The Power of Focus
I have a friend, Matt, who listens to the same song on repeat every time he works on his computer. The exact same song. On repeat. All the time. Yes, he’s a little crazy. When I asked him about it, he said it helps him focus.
Turns out, he’s been listening to this same song since college. That’s four years of undergrad, five years of graduate school, and several more years working in college ministry. I was flabbergasted.
“You’ve listened to the same song on repeat for almost two decades?!” I asked in disbelief.
He just shrugged and said, “Man, I don’t even hear it anymore. I just immediately get in the zone.”
Now, that stayed with me. He had found a way to summon at will that elusive and prized aspect of productivity – focus, so he can get into the invaluable deep work mode.
Music as White Noise
There are programs like Focus at Will designed to offer music stations tailored to aid your focus. The idea is to open their site or app, plug into the ambient music, and the focus is automatic.
I love this idea, but it has a few drawbacks:
1) There is a monthly subscription fee. It may be worthwhile, but I’d like to see if I can do the same thing on my own for free.
2) It requires the Internet. I prefer to be entirely unplugged when I write or study. Any connectivity seems counter to the goal of focus.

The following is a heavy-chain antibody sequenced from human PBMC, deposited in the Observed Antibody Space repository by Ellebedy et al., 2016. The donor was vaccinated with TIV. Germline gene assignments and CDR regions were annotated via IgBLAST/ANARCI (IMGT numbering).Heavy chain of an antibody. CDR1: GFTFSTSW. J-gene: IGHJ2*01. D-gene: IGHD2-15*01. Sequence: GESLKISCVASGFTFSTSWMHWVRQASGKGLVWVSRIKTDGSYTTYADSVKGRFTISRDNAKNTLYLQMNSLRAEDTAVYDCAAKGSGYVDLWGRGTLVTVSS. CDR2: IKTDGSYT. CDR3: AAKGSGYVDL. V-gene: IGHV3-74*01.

3) The music is always changing. With music designed for focus, I find variety distracting. The switch from song to song is something my brain naturally pays attention to, even if just for a moment. Monotony, however, is easy to block out.
That’s why I have a “focus” song, just like Matt.
When it’s time to get zeroed in on a task, I cue up my focus song and BAM! Just like that, I am in the zone.
Other White Noises
I actually have a few focus songs at different tempos, based on the kind of work I’m trying to get done. Sometimes, when I’m reflecting, I want ambient classical. Other times, I’m pounding out the words and I prefer electronic or rock.
That handful of songs alone accounts for more than half the playback time on my iTunes account.
It doesn’t have to be a single song, and it doesn’t have to be instrumental. It could be a whole album you know by heart. But try a single instrumental song first since the more monotonous it is, the more focused you can be.
I also really like white noise services like the “Rain, Rain” mobile app. It has beautiful soundscapes of thunderstorms, crackling fire, waves crashing on the beach and even household appliances. Each sound is designed to block out everything around you and help you get in the zone right away.
So, the next time you have trouble focusing, put a focus song on repeat.
Pretty soon you won’t even hear it anymore.
Alright, I’ll tell you! Matt’s focus song is “Down Around You,” a guitar instrumental by Derek Webb.
What about you, what’s your focus song?